Wednesday, August 12, 2009

Sleep study columns lead to spot on wall of infamy

Some people have their picture hanging in the local post office.

My mug is hanging on the bulletin board in the control room of the Reading Hospital sleep lab.

For those of you wondering how I'm making out with my colossal snoring problem, here's the third and final installment in my snoring/sleep apnea series.

I first wrote about scaring little children as a young man.

Then I wrote about how later in life I was waking my neighbors whenever I slept with the windows open.

Then I wrote about how much I disliked undergoing sleep studies.

I went so far as to accuse medical science of dropping the ball and sacrificing patient comfort in the pursuit of better data.

I had sleep studies about 10 years apart and the only improvement in the process was that they put you in a nicer room, I wrote.

The electrodes, hoses, belts and clamps they use to gather data make it nearly impossible to sleep, I alleged.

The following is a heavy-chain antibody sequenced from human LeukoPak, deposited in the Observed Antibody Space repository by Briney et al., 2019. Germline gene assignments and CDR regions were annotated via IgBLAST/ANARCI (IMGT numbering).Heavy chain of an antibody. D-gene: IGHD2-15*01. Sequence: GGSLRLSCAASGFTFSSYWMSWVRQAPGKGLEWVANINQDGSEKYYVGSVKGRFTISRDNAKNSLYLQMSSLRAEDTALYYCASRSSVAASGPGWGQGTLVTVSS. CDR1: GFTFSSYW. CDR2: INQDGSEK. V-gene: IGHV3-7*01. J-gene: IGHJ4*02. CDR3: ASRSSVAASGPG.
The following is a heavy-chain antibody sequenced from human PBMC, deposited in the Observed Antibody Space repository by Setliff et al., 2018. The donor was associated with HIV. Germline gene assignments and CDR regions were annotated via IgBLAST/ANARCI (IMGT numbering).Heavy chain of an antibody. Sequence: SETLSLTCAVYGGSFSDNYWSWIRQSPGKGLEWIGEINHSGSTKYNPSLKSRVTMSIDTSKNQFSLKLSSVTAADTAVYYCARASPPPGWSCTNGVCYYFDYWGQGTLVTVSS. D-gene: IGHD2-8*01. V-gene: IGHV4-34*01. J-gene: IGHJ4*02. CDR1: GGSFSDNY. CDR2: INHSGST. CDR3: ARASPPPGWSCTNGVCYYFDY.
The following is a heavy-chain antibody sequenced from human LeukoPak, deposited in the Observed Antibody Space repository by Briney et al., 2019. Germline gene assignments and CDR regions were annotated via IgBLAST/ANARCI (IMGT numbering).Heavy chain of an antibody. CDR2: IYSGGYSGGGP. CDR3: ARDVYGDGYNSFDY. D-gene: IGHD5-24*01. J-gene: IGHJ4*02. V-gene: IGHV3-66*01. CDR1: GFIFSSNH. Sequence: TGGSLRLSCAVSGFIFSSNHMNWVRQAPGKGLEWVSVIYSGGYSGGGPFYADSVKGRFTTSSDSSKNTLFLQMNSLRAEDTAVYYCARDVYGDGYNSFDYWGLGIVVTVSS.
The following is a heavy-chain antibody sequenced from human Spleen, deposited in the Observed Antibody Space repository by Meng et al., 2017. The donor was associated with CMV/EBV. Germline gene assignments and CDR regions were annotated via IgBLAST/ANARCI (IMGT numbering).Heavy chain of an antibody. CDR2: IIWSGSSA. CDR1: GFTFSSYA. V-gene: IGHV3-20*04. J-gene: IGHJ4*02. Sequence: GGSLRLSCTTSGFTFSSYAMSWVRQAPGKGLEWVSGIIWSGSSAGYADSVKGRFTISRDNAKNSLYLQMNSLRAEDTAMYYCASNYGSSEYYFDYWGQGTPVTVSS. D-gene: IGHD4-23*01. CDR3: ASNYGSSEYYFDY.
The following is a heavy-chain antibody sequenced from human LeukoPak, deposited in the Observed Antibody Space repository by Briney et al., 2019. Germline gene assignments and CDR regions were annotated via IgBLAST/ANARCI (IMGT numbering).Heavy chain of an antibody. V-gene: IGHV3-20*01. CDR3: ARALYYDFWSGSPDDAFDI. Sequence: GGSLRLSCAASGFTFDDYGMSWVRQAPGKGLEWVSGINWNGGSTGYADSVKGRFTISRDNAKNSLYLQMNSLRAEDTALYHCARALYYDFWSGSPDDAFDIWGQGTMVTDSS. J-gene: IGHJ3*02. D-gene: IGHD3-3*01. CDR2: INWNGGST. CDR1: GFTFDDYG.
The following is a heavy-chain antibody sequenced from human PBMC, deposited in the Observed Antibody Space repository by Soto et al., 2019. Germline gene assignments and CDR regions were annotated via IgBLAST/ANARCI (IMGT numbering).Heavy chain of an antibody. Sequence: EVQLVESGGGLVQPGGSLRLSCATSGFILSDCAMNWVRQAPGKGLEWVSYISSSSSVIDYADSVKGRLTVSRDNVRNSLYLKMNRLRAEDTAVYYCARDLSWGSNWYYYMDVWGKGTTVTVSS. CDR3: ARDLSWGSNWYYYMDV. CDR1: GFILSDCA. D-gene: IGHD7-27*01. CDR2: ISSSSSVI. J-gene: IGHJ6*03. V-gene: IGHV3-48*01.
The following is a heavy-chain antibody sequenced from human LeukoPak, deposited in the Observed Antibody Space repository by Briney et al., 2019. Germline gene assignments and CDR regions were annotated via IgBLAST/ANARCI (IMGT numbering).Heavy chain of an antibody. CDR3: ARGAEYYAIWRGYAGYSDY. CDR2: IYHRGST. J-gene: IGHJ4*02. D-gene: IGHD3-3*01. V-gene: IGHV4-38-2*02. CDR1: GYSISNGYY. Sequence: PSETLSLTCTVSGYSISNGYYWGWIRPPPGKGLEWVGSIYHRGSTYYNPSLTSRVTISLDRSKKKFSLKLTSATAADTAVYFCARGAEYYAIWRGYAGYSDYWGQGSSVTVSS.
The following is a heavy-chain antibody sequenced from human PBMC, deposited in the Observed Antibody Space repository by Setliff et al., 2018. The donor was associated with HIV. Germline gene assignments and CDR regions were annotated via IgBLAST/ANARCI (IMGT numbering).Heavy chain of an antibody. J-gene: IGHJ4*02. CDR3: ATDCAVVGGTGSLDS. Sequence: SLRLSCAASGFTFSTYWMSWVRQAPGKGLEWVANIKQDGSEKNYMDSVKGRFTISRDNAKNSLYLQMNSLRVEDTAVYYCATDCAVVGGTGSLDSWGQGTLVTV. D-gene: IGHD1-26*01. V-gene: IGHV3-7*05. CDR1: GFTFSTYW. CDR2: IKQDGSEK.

Instead of a sleep study they should call it a discomfort study, in the course of which some people get so exhausted they fall asleep.

After the study, during which the hospital staff was totally professional, courteous and informative, the doctors concluded I had sleep apnea. Well, duh!

I was placed on a continuous positive airway pressure, or CPAP, machine that has significantly improved my health.

I'm told that over time the CPAP will help lower my blood pressure, improve my cognitive functioning and might even help me lose weight as I become more active.

I'm not expecting miracles. It's just nice to be able to sleep through the night for a change.

Loud snoring is a symptom of sleep apnea. With sleep apnea, as you fall asleep the muscles in your throat relax and cause your airway to close, which in turn causes you to wake up as much as a hundred times per night gasping for air.

Usually you're so exhausted you don't even realize you're doing it, but when the alarm goes off in the morning, you still feel tired.

I'm trying to get the word out about sleep apnea. And I must be making some headway.

For one thing, my columns appear to be required reading at the Reading Hospital sleep lab.